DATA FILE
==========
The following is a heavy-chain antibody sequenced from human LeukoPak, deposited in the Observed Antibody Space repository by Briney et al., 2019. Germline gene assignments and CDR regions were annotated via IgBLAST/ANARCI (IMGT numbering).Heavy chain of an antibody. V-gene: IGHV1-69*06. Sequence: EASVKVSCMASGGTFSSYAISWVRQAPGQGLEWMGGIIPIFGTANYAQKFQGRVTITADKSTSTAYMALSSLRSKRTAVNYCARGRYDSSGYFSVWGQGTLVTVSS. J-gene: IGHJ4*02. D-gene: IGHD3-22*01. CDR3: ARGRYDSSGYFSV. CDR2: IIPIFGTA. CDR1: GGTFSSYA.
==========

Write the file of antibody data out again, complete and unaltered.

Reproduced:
The following is a heavy-chain antibody sequenced from human LeukoPak, deposited in the Observed Antibody Space repository by Briney et al., 2019. Germline gene assignments and CDR regions were annotated via IgBLAST/ANARCI (IMGT numbering).Heavy chain of an antibody. V-gene: IGHV1-69*06. Sequence: EASVKVSCMASGGTFSSYAISWVRQAPGQGLEWMGGIIPIFGTANYAQKFQGRVTITADKSTSTAYMALSSLRSKRTAVNYCARGRYDSSGYFSVWGQGTLVTVSS. J-gene: IGHJ4*02. D-gene: IGHD3-22*01. CDR3: ARGRYDSSGYFSV. CDR2: IIPIFGTA. CDR1: GGTFSSYA.